Why your council should support independent media

Published: 16th February 2023

Matt Nicholls

Cape York Weekly Editor Matt Nicholls

By Matt Nicholls / Cape York Weekly Editor

A labour of love is the only way to describe the challenge of running a newspaper in one of the most remote parts of Australia.

Cape York Weekly covers an area the size of Victoria, yet the region has fewer than 25,000 people.

From Cooktown to Weipa and all the way up to the northernmost point of the Australian continent, Cape York Weekly covers news in 11 different local government areas, most of them First Nations councils.

My love affair with the Cape started a decade ago, when I saw a job advertisement for an editor in Weipa. I was a Victorian living in New South Wales then, so I had to Google where Weipa was. I immediately thought it was in Western Australia, as it bobbed up on the west coast. (Turns out, Queensland has a west coast!)

What I loved about working in the Cape was the laidback lifestyle. You could wear shorts and thongs most days of the week. The shoes only came out if the air conditioning was too cold or you had to go on a mine site. But what really kept me going were the people and the complexity of the issues in the region.

Did you know that Weipa, a town with more than 3,500 people living and working in it, does not have a local council? It is still controlled by Rio Tinto, although there is an elected town authority. Ratepayers in Weipa are the only citizens in Queensland who pay GST on their rates!

Surrounding the bauxite mine are the communities of Mapoon, Napranum and Aurukun. All three have their own individual stories but, notably, all were formed in the mission era, when Indigenous people were virtually herded to a “convenient” location. On the east coast is Lockhart River, one of the most beautiful places in the world. It’s a town ripe for growth and opportunity, yet has the worst telecommunications system in Australia.

As someone who went to a private school in country Victoria, where there were zero people of colour, seeing the challenges our First Nations people were facing was confronting. Luckily, the newspaper provided a platform to shine a light on these issues.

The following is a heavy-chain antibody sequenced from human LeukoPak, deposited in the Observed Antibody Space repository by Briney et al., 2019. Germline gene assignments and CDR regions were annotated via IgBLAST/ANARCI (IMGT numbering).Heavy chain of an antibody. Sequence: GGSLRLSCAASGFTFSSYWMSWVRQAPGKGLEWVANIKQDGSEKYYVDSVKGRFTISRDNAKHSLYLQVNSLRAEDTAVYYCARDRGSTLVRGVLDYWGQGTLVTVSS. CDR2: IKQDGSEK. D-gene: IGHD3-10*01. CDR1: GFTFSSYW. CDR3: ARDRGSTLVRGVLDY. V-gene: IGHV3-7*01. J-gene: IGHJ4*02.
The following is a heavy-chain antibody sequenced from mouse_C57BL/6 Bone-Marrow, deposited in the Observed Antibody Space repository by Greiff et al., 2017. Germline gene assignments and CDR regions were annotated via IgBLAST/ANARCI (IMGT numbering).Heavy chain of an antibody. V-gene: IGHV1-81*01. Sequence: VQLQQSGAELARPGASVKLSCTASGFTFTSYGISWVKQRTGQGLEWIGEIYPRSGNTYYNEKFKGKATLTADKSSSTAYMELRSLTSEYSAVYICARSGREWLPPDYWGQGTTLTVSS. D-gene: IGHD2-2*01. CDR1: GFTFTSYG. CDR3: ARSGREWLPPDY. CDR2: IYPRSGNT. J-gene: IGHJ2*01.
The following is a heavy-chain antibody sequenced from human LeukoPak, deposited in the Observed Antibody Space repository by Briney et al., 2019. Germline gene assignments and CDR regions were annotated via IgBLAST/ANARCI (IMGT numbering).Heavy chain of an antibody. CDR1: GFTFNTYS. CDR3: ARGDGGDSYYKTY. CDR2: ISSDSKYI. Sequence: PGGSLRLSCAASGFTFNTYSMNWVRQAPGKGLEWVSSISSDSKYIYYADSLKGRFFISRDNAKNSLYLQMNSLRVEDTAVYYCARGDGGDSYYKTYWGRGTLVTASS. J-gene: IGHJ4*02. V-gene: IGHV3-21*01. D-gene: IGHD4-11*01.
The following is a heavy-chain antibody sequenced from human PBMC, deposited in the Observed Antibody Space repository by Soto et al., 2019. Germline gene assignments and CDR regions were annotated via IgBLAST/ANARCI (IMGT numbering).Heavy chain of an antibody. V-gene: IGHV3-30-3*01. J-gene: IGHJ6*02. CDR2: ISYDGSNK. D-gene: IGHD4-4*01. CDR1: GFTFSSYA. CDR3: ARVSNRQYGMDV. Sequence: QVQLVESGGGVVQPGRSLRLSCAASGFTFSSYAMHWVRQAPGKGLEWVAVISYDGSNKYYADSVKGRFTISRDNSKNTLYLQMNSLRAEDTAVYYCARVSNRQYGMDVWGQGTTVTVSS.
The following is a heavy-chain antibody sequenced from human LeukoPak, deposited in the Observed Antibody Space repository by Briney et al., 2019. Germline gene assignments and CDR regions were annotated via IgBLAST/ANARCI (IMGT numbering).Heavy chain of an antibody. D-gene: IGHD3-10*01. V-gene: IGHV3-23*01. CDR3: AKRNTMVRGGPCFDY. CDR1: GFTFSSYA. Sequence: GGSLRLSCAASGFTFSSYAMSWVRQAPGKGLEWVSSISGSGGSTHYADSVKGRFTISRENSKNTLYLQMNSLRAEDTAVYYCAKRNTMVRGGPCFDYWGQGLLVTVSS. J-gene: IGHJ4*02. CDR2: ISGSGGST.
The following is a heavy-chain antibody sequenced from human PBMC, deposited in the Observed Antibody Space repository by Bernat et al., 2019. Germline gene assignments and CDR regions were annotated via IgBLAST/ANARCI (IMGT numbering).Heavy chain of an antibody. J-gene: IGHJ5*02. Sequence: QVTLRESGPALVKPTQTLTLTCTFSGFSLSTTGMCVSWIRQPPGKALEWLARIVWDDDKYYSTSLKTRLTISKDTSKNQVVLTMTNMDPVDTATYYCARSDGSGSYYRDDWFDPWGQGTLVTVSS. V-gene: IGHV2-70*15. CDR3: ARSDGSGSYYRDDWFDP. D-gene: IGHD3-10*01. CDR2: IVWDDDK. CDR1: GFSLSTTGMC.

In 2018, the owner of the paper wanted to make changes, and I took a redundancy and landed in Cairns. Then, when the pandemic hit, the paper was closed. My phone rang and rang, with people desperate to keep a news presence in the Cape. In September 2020, I returned to Weipa and the Cape York Weekly was born.

We’ve since published more than 100 editions of a free newspaper that must be flown to each community on a weekly basis. It has definitely not been easy, but it has been rewarding. In these last couple of years, we have been able to shine a light on a number of issues in our communities and had enough influence to make meaningful change. Our newspaper is well-read in both Brisbane and Canberra by politicians and policymakers. The State and Federal governments are so out of touch with what happens on the ground that they tend to rely on us to keep them in the loop.

With that comes great responsibility, which I don’t take lightly.

My advice for you, reading this, would be to consider what you can do to help your local newspaper or media outlet. Cape York Weekly has helped draw millions of dollars in funding for projects in our readership areas.

The cost of not having an independent media voice in your community is far greater than the cost of supporting one.

Matt is the 2022 winner of the LGAQ’s Bean Lockyer Ticehurst Award for Excellence in Regional Journalism.